|Maria Grazie After the Loss of her Stillborn Colt|
(Venice, Italy) For Easter, I was in the Veneto countryside. There is a group of horses in the fields near the home where I stay -- six mares, one stallion and one filly. When I first met them in March, three of the horses came close to the wooden and barbed-wire fence so I could stroke them and chat with them, the most impressive being the stallion, who was quite a flirt. On the morning of Easter Sunday, they were far away in the distance, so I didn't realize one of the mares was pregnant.
|Horses on Easter Sunday|
|Unpaved gravel road|
Now you are going to have to use your imaginations because at that point I was there without a camera. Even if I had one, I don't know if I would have taken photos because what happened next was so tragic, yet ultimately inspiring. All the photos you see were taken before and after the event.
Eventually, a car came down the road and stopped a short distance away. Two nicely-dressed women got out, and I approached them. I told them what was happening. They were as bewildered as I was. I remembered I had a friend who knew about horses. I called her, but her phone was closed. We decided that the women would drive to town and see if they could find someone to help while I stayed there with the horse, who, by that time I had named Maria Grazie, which means "Thank you, Mary," after the mother of Jesus Christ. After all, it was Easter and I had to be optimistic.
|Hay Where Maria Grazie was on her side|
A group of hikers came up the gravel road, and I called out to them for help. Two men slipped and slid up to the haystack. They grabbed the hoof of the baby, and managed to get another leg out of the vulva, along with a bit of the head. Now the foal had a face, its tongue lolling out of its mouth; it was most definitely dead. They told me to hold Maria Grazie's head because she seemed to respond to me while they pulled from the rear. I cooed and comforted her in English. "Brave Mama. Good girl. Strong girl. You can do it. Push, push, push." The men said (in Italian, of course), "We don't think she speaks English." I said, "Lei parla la lingua del cuore." "She speaks the language of the heart."
|Fence repaired with rope where Maria Grazie collapsed|
The six men pushed and pulled with all their might, and, finally, the dead foal slid out up to its waist. The men drooped. The effort seemed to have taken all their strength. I yelled, "Harder! Don't give up!" At that moment, the tractor arrived again. The man in overalls climbed out; he seemed to have been given new instructions. He opened the fence. He drove the tractor in, put it in reverse and backed up. He jumped out. He tied one end of the rope to the legs of the dead foal, and the other end to the tractor itself. I gasped. He climbed back into the tractor. "Slowly! Slowly! Gently!" I yelled. He backed the tractor up very slowly, and the dead foal was wrenched out of Maria Grazie's womb. It was a full grown foal, completely formed, including a mane and tail, dead on the ground. "Is it masculine or femine?" I asked. The answer came back: "Masculine."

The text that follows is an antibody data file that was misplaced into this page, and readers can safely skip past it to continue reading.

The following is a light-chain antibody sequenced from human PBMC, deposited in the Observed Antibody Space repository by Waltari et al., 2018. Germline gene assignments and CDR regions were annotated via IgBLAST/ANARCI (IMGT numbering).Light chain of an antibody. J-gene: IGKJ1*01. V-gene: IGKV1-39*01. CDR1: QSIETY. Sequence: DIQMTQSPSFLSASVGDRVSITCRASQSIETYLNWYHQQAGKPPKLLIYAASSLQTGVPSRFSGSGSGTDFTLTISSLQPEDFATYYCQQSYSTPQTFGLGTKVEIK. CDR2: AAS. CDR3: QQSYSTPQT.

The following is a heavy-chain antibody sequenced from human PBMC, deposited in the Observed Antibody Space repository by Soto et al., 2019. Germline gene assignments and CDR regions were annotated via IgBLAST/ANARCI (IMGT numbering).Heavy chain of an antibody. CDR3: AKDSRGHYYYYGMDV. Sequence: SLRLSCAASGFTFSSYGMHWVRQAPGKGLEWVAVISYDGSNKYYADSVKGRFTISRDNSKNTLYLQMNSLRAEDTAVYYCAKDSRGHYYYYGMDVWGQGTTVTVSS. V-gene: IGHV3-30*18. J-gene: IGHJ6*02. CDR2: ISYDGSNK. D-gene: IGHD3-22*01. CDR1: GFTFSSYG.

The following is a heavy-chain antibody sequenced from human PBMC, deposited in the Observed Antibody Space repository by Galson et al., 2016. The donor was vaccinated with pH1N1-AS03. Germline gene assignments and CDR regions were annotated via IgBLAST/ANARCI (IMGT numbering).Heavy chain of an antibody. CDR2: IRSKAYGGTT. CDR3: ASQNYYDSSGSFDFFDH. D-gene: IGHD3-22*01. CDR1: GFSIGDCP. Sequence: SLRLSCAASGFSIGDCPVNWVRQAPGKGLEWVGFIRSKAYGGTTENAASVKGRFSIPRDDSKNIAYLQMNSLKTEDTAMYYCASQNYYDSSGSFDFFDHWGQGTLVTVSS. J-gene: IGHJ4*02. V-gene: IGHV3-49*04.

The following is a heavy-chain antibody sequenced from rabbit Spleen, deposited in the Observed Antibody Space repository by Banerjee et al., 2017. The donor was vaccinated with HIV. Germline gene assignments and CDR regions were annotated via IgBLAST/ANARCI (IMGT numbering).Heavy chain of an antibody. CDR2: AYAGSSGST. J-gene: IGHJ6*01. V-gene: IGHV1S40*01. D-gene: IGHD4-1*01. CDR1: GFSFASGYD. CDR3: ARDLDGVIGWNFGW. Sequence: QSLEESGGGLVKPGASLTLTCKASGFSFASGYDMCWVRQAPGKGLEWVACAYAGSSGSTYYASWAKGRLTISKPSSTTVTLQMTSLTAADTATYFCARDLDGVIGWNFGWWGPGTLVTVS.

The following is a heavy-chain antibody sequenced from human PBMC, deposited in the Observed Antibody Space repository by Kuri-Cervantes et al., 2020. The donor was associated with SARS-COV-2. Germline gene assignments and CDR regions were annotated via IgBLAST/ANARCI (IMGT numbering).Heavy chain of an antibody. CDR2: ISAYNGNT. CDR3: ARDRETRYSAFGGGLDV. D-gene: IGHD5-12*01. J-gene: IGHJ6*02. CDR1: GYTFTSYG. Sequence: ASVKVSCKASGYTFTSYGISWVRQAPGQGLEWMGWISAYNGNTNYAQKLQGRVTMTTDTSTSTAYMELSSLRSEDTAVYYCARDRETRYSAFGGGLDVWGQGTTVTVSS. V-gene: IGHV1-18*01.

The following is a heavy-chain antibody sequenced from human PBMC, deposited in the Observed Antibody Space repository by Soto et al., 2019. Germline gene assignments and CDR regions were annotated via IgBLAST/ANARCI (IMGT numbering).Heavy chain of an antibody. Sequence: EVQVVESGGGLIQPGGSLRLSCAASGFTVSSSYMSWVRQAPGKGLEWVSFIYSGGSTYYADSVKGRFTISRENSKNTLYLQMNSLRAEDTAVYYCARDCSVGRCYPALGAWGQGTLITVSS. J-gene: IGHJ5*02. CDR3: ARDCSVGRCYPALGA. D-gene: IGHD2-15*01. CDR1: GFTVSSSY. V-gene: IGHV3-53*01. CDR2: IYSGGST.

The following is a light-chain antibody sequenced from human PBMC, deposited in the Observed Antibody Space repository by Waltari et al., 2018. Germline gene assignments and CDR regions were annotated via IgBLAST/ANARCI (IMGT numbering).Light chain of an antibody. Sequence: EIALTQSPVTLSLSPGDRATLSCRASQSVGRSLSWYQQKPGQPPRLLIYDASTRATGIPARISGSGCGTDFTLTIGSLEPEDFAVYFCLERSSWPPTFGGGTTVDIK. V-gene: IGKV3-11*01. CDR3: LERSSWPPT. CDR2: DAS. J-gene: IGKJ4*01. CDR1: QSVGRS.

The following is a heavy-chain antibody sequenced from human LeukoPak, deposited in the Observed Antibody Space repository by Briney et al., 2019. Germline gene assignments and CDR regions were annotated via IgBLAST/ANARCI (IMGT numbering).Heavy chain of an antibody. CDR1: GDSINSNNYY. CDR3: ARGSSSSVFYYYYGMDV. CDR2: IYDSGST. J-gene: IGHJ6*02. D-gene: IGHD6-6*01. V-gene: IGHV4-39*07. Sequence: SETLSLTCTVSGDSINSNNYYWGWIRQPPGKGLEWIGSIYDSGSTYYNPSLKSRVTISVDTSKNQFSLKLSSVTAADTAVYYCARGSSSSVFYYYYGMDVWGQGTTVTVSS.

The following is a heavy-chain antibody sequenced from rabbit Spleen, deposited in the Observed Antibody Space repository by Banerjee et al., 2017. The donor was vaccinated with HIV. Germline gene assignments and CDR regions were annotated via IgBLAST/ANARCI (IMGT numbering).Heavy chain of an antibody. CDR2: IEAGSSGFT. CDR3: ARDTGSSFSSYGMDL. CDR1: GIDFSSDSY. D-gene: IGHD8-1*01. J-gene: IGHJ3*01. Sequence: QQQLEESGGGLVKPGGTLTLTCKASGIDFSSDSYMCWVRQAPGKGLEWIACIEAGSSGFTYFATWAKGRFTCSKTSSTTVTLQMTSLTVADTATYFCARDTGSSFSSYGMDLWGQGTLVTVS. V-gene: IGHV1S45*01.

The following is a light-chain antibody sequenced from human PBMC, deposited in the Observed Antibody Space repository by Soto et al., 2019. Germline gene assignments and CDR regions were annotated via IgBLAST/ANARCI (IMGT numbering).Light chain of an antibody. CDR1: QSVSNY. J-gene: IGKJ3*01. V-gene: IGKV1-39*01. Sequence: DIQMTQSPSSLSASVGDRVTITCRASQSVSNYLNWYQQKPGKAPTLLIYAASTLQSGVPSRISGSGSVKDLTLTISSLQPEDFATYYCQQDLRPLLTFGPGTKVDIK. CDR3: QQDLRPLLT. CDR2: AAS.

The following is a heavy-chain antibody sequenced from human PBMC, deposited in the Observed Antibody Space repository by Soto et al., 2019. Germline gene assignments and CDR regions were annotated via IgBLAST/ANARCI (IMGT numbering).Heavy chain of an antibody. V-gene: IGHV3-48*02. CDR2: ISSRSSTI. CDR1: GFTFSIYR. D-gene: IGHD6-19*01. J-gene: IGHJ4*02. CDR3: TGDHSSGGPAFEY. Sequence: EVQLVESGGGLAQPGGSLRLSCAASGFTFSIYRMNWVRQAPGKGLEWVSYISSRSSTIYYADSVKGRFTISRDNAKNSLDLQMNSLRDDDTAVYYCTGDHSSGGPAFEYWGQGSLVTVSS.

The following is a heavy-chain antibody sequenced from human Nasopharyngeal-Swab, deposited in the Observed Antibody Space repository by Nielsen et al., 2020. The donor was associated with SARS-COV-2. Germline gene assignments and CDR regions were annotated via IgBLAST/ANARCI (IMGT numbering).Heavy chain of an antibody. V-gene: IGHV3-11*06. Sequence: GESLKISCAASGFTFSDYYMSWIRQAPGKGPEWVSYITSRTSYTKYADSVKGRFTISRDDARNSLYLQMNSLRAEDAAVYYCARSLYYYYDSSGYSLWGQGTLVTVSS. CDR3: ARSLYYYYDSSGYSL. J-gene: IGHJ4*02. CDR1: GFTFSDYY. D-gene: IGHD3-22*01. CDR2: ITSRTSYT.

Maria Grazie was exhausted, lying on her side, one leg extended at a dangerous angle, but with her head up. She slowly, sadly turned her head back over her shoulder, as if it were a great effort. She forced herself to look at her dead son lying on the ground. And then she turned her head to face forward again. I could feel her grief.
The man in overalls scooped the dead colt up in the mouth of the tractor. He backed up and drove the tractor out, hopped out of the tractor and closed the fence. He took the rope that was used to extract the colt, and tied it around the wooden fence where it had broken when Maria Grazie had collapsed. Somehow, Maria Grazie managed to struggle to her feet.
And then everybody left. Just like that. No one remained except for me and one man who had arrived in a white truck. He lit a cigarette. I asked for one, which he gave me. He told me he had taken a wrong turn and had ended up in the middle of the scene. We watched as Maria Grazie struggled to walk up the hill toward the hay. She made it half-way up, and then stopped, seemingly unable to take another step forward. The other horses ignored her.
"She can't stay there," said the man. Now I became alarmed again. "She can't stay there. She's got to get back to the top. I'm going back in." I slipped through the fence again, and sloshed over to Maria Grazie. I touched her. She was cold and trembling hard and seemed disoriented. "Marie Grazie. Marie Grazie. Listen to me. You have got to be strong. You have got to go to the top of the hill or you will collapse again." She didn't move. I took the sugar out of my pocket. I stood a distance away from her, up the hill. "Come here, Maria Grazie. Come and get the sugar." Marie Grazie looked at me, but didn't move, as if the distance was too great. I moved closer to her, but still too far away for her to reach the sugar. "Come on, Mama. Come on. You can do it." Maria Grazie gathered her energy. She took a couple of steps toward me, up the hill. She reached the sugar. She licked and licked my hand. I repeated the process until she was all the way up the hill. And then she started eating the hay.
|Mary Grazie, on her feet, with the afterbirth|
I returned to the scene about an hour later to check on Maria Grazie, this time armed with a camera. She was still eating hay, slowly, resolutely; in fact, she seemed to be starving. I slipped through the fence and up the hill. She did not come close to me, she just stayed by the hay. The other horses wandered away from her, out into the grassy field, leaving her standing all alone. My shoes had been cleaned at the house, and I didn't want to get them filthy again, so I didn't go close to her; I stayed on the grass.
|Mary Grazie, all alone, by the hay|
Ciao from Venice,
Venetian Cat - The Venice Blog